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Multiple exercises challenge 835th Transportation Battalion. (Team Challenge 2001).

It was multiple ship loadings and simultaneous exercises that brought home the real workload of Team Challenge 2001.

As the last vessel sailed from Okinawa, our final situation report read: Mission Complete.

For us, that pretty much said it all.

All vessels sailed on schedule and all cargo was handled without damage.

The 835th Transportation Battalion had a large role due to the heavy involvement of Okinawa personnel and units in the exercises.

Team Challenge 2001 is a multi-exercise operation that includes Exercise Balikatan in the Philippines, Exercises Tandem Thrust and Freedom Banner in Australia, and Exercise Cobra Gold in Thailand.

The operation also involves Okinawa-based Army, Navy, Air Force and Marine Corps units.

Our work lasted six weeks. It began with the movement of 50 containers in early March, and ended with the April 16 sailing of the Cape Hudson to Thailand.

But the work did not really end there: Some 835th members joined the 599th Deployment Support Team in discharge operations for Cobra Gold in Thailand.

Our involvement in Team Challenge 2001 was in three phases.

The initial phase was the movement of 50 containers for Exercise Balikatan in March from Aja Commercial Port in Naha, Okinawa.

"Our personnel were responsible for booking the cargo for shipment and coordinating the inland movement of the containers to the port through the Common User Land Transportation contract," said Foster Robers, Chief, Cargo Management Division.

The containers were loaded onto the Maersk Sealand Endurance for the first leg of a voyage that would end in Manila.

The next phase was loading more than 940 pieces of military cargo for the two exercises in Australia.

The cargo was moved from nine bases on Okinawa to the Naha Military Port. Due to local road restrictions, the cargo had to be moved between midnight and 6 a.m.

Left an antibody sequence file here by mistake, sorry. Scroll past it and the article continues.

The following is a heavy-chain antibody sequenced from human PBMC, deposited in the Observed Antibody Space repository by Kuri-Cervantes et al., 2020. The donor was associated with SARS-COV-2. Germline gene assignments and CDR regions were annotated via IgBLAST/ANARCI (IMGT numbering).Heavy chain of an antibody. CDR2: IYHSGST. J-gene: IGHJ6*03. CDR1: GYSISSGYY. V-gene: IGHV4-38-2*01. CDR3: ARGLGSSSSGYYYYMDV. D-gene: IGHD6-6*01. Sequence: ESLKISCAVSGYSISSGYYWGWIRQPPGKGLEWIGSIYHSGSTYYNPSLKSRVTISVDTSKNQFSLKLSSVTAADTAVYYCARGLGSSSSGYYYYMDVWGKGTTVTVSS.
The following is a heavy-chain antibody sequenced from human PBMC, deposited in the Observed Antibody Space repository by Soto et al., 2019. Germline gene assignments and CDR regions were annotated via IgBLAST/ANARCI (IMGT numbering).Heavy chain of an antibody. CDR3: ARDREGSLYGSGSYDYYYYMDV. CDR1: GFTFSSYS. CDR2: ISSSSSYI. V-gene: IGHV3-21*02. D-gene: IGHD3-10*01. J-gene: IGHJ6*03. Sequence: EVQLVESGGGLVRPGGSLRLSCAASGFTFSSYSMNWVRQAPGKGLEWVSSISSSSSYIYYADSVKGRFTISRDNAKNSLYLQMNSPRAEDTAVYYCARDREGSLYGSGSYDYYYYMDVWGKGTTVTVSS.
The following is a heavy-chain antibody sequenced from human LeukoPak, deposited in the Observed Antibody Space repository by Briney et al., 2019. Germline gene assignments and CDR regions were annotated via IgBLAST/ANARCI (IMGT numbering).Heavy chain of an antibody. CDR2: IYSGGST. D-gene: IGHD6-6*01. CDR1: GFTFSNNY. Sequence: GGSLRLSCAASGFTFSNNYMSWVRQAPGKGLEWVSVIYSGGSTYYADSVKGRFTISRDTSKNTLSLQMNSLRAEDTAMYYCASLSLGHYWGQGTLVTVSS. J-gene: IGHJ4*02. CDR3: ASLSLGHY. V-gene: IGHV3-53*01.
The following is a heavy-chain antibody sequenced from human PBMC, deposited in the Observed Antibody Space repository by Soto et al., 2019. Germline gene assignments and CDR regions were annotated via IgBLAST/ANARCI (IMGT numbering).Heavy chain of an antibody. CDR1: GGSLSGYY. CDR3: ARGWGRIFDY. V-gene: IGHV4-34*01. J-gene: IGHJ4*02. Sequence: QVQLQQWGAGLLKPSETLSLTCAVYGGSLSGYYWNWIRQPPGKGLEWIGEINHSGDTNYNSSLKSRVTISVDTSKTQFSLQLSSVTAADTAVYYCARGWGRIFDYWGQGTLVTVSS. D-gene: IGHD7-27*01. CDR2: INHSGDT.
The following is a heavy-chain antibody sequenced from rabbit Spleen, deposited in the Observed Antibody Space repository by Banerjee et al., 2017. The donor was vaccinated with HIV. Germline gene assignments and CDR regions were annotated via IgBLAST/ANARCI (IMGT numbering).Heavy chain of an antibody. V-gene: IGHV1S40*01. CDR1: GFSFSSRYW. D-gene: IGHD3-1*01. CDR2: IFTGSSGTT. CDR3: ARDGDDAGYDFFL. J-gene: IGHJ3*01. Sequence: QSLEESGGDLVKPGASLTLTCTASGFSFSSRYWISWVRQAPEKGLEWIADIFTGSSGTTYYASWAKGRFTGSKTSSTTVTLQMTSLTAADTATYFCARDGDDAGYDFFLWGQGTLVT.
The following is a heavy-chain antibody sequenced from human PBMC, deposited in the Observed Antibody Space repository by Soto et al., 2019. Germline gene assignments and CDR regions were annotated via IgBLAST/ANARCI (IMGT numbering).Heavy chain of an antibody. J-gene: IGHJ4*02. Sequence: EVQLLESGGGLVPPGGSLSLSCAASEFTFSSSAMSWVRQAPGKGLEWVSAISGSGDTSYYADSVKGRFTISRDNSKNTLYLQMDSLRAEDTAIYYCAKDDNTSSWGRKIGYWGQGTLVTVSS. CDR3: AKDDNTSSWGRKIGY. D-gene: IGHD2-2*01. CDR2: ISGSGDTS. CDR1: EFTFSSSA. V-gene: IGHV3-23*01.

After a thorough review by the Australian Quarantine Inspection Service, the equipment was staged, labeled and scanned for receipt.

The first vessel to be loaded was the Maersk Constellation. The 835th loaded 11,250 measurement tons of general cargo and 755 measurement tons of ammunition.

"We loaded her from stem to stern," said Fred Artis, Chief, Terminal Operations Division. "I was a little uneasy towards loading the final pieces onto the Constellation. We had to make sure that everything at the port when she left would fit on the Cape Isabel."

Cape Isabel arrived for loading April 4.

The next day, the Kassel arrived and signaled the last phase of our operation--the most work-intensive efforts for the Team Challenge deployment mission for the 835th Transportation Battalion.

We had to load two vessels simultaneously, for three exercises. Aboard the Cape Isabel and Kassel we loaded a total of 743 pieces of cargo.

"Both communication and teamwork were critical," said Xavier Monroy, Transportation Planning Specialist.

"The three pre-deployment meetings held between U.S. Forces on Okinawa and the 835th Transportation Battalion really proved to be fruitful and less confusing."

The vessels were loaded in three days.

The last vessel to load cargo in support of the Team Challenge 2001 deployment from Okinawa was the Cape Hudson, where we loaded 19 ammunition containers and three empty containers.

"What pleases me most about this operation is the fact that we loaded 190,000 square feet of cargo, and there was not so much as a broken mirror or a scratch in the paint for any of the cargo," says Artis.

The loading operation allowed us to test our new Symbol PDT7240 Scanners.

"This was the first test of the new scanners in a major operation," said Rogers. "The equipment proved to be superior to the old Janus scanners in several ways--they were more durable, more comfortable to hold, more reliable and more powerful."

Also, there were no data losses with the new scanners. The scanners proved to be a valuable part of our cargo processing.

The work of our stevedore contractor, Daichi Koun Company, and our Common User Land Transportation contractor, Oroku Trucking Company, was critical to our success.

Their combined effort produced zero damage to equipment, and flexible hours to accommodate MTMC's mission requirements.

While all this took place, the regular work of the 835th continued.

"The world doesn't stop turning because of Team Challenge," said Rogers. "We have a lot of routine cargo to move at the same time."

Routine cargoes continued to be processed, including household goods, privately owned vehicles and general cargo. Customers serviced included Army-Air Force Exchange Service, Defense Commissary Agency and military services on Okinawa.
By Capt. Jacob H. Freeman
Support Operations Officer
835th Transportation Battalion
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Article Details
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Author:Freeman, Jacob H.
Publication:Translog
Article Type:Brief Article
Geographic Code:1USA
Date:Sep 1, 2001
Words:762
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